Boomer has a long history with Lexington sales company Keeneland, having helped purchase two Grade 1 winners for Zayat Stables in 2010 three years after interning with Keeneland but more intriguing is the challenge the sale provides with over 4,500 yearlings catalogued over two weeks in September.
I’m hoping to make more of an impact at the Keeneland September Sale this year. A lot of my business in America in the past has been buying horses out of Europe although I love the challenge of yearling sales, especially Keeneland, being such a massive sale.
I first assisted my late father-in-law Mike Mitchell at the sale back in 2010 and we had some great success. We bought 12 yearlings for Zayat Stable’s including Grade 1 winner and dual classic runner-up Bodemeister and Grade 1 Haskell Invitational Stakes winner Paynter.
More recently, Keeneland yearling purchases have included the $70,000 Well Hello who was the lone purchase in 2016 with trainer Dan Blacker for Rick Gold, Radley Equine and partners. She easily broke her maiden by 3 ¼ lengths at Santa Anita and subsequently Eclipse Thoroughbreds bought into the filly.
The “ones that get away” are the most frustrating part of being an agent although it helps to build confidence that you’re on the right track.
At that 2016 Keeneland Sale when I purchased Well Hello, I only bid on five horses for Dan Blacker. I was the direct under-bidder on multiple Grade 3 winner and multiple Grade placed 1 Analyze It who sold for $130,000, Grade 2 placed Dia de Pago who sold for $120,000 and Grade 2 placed Dancing Belle.
Finding those inexpensive purchases doesn’t just start when arriving at the sale, the preparation starts long in advance of boarding the plane to Lexington. The arrival of the Blood-Horse Auction Edge in August marks the beginning of the process. I research every yearling and make a list of those that fit the profile that clients are looking for, researching everything from pedigree to their upbringing.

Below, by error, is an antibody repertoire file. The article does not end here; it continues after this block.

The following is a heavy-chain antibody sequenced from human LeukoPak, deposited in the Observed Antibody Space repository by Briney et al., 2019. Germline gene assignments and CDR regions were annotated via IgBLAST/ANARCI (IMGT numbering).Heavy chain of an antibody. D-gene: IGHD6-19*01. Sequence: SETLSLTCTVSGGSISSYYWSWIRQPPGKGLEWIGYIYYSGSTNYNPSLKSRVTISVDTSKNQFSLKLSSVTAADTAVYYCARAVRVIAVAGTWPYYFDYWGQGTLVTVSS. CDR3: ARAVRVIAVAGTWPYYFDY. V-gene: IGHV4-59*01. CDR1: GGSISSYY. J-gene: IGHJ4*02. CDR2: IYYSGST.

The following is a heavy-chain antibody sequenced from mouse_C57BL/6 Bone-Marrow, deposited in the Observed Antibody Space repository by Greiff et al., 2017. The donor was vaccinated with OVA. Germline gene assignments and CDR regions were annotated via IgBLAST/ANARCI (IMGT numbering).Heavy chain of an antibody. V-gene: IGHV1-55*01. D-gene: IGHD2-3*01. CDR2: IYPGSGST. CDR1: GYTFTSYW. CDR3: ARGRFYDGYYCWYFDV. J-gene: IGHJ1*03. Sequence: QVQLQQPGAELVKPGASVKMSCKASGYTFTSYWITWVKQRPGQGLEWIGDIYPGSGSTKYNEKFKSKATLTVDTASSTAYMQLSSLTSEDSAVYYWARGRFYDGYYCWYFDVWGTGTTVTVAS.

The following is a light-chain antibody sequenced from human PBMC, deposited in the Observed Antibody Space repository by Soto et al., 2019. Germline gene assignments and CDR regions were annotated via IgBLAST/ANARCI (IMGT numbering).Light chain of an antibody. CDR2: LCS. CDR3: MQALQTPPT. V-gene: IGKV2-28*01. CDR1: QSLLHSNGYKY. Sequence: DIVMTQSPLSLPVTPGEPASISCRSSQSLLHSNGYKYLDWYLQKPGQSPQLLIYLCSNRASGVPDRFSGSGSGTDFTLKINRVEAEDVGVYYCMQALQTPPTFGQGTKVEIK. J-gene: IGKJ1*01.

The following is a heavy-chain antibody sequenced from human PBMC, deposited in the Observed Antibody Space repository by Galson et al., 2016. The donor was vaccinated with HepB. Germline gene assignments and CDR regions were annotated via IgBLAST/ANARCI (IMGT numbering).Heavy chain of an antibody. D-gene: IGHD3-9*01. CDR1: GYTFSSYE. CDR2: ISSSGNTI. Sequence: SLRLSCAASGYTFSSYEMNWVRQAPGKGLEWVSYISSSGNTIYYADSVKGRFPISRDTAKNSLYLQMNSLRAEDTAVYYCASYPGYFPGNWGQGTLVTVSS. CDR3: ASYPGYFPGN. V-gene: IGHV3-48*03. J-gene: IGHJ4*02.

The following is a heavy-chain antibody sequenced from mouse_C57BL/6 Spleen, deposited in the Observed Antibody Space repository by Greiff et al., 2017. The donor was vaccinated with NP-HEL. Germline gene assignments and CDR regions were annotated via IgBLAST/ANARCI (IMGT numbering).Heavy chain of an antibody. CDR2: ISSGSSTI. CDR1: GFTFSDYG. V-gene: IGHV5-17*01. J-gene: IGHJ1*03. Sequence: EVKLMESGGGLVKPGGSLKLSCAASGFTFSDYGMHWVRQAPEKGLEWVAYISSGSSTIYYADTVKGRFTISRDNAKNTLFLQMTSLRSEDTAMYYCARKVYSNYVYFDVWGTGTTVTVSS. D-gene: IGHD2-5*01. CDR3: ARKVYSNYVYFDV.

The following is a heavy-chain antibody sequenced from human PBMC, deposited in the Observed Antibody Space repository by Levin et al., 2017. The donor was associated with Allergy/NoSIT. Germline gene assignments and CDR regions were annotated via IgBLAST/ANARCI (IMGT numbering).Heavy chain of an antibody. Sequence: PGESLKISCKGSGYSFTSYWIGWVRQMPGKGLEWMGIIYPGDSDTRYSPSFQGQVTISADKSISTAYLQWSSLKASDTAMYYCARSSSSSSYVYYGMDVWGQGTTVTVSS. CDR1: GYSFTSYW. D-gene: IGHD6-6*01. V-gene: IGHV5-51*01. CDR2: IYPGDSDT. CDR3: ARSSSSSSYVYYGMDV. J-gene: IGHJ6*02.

Upon arriving at the sale grounds, over 200 yearlings will be inspected every day. Generally this isn’t possible in other countries although due to the consignor efficiency in America, showing earlier and finishing later and the large labour force I am able to inspect many more horse’s each day.
In the first book of the sale, you can see just about every horse and then as Book 2 begins and they start moving up to selling 400 yearlings a day, that’s when you have to start sorting through what you are going to look at and what you’re not going to inspect. Strict time management is important as I attack each day with a plan in order to hit the ground running every morning.
Once the sale begins I will go back and forth between the barns and the sales pavilion and unlike Australia where horses arrive earlier and fewer horses sell each day, many horses in the later Keeneland sessions will only arrive the day before they sell, adding another element to the challenge of buying out of the later books.
One of the main differences is that you are not under as much pressure time-wise in Australia as you are at Keeneland. The sheer number of horses sold at Keeneland is incredible and they also sell almost double per day than in Australia. It’s a quick pace, the auctioneers fly through the catalogue selling between 40 and 45 horses and hour so you have to be organised. Once you get into the crux of the sale, there’s no looking back, it keeps rolling whereas in Australia you just have so much more time.
With 13 sessions and 4,500 horses, the Keeneland September sale is testing for horsemen and horses alike but with so many horses on offer, it also provides opportunities to find that horse of a lifetime for those willing to put in the work.
I can’t wait to tackle it all again next week!